From darkness, and from woe,
A power like lightning darts;
A glory cometh down to throw
Its shadow o’er our hearts.
And dimm’d by falling tears,
A spirit seems to rise,
That shows the friend of other years Is mirror’d in our eyes.

But sorrow, grief, and care,
Had dimm’d his setting star;
And we think with tears of those that _were_, To smile on those that _are_.
Yet though the grassy mound
Sits lightly on his head,
We’ll pledge, in solemn silence round, THE MEMORY OF THE DEAD!

The sparkling juice now pour,
With fond and liberal hand;
Oh! raise the laughing rim once more, Here’s to our FATHER LAND!
Up, every soul that hears,
Hurra! with three times three;
And shout aloud, with deafening cheers, The “ISLAND OF THE FREE.”

Then fill the wine-cup high,
The sparkling liquor pour;
For we will care and grief defy,
They ne’er shall plague us more.
And ere the snowy foam
From off the wine departs,
The precious draught shall find a home– A dwelling in our hearts.

* * * * *


(_From a Winter Rhapsody. By Christopher North. Fytte III_.)

There is a charm in the sudden and total disappearance even of the grassy green. All the “old familiar faces” of nature are for awhile out of sight, and out of mind. That white silence shed by heaven over earth carries with it, far and wide, the pure peace of another region–almost another life. No image is there to tell of this restless and noisy world. The cheerfulness of reality kindles up our reverie ere it becomes a dream; and we are glad to feel our whole being complexioned by the passionless repose. If we think at all of human life, it is only of the young, the fair, and the innocent. “Pure as snow” are words then felt to be most holy, as the image of some beautiful and beloved being comes and goes before our eyes–brought from a far distance in this our living world, or from a distance–far, far, farther still–in the world beyond the grave–the image of a virgin growing up sinlessly to womanhood among her parents’ prayers, or of some spiritual creature who expired long ago, and carried with her her native innocence unstained to heaven.

Such Spiritual Creature–too spiritual long to sojourn below the skies–wert Thou, whose rising and whose setting–both most starlike–brightened at once all thy native vale, and at once left it in darkness. Thy name has long slept in our heart–and there let it sleep unbreathed–even as, when we are dreaming our way through some solitary place, without speaking, we bless the beauty of some sweet wild-flower, pensively smiling to us through the snow!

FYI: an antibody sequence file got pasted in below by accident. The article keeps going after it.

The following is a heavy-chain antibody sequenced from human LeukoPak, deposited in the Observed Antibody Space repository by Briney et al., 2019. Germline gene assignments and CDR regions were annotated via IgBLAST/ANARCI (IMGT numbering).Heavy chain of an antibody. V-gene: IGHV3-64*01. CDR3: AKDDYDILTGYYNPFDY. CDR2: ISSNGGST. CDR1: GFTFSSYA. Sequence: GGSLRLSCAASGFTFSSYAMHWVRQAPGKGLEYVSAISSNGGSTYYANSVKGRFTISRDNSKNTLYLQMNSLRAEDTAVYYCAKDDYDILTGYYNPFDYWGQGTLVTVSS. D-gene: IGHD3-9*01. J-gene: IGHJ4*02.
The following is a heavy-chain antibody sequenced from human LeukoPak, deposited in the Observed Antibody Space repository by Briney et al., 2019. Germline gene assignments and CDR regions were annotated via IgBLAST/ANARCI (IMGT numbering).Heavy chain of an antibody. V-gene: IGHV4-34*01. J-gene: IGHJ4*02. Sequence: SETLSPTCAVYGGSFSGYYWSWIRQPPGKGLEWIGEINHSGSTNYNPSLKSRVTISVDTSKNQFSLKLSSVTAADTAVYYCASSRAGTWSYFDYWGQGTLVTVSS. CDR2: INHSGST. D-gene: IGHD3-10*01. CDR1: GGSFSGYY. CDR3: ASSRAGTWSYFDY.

The Sabbath returns on which, in the little kirk among the hills, we saw thee baptized. Then comes a wavering glimmer of seven sweet years, that to Thee, in all their varieties, were but as one delightful season, one blessed life–and, finally, that other Sabbath, on which, at thy own dying request–between services thou wert buried!

How mysterious are all thy ways and workings, O gracious Nature! Thou who art but a name given by our souls, seeing and hearing through the senses, to the Being in whom all things are and have life! Ere two years old, she, whose dream is now with us, all over the small silvan world, that beheld the revelation, how evanescent! of her pure existence, was called the “Holy Child!” The taint of sin–inherited from those who disobeyed in Paradise–seemed from her fair clay to have been washed out at the baptismal font, and by her first infantine tears. So pious people almost believed, looking on her so unlike all other children, in the serenity of that habitual smile that clothed the creature’s countenance with a wondrous beauty, at an age when on other infants is but faintly seen the dawn of reason, and their eyes look happy, just like the thoughtless flowers. So unlike all other children–but unlike only because sooner than they–she seemed to have had given to her–even in the communion of the cradle–an intimation of the being and the providence of God. Sooner, surely, than through any other clay that ever enshrouded immortal spirit, dawned the light of reason and of religion on the face of the “Holy Child.”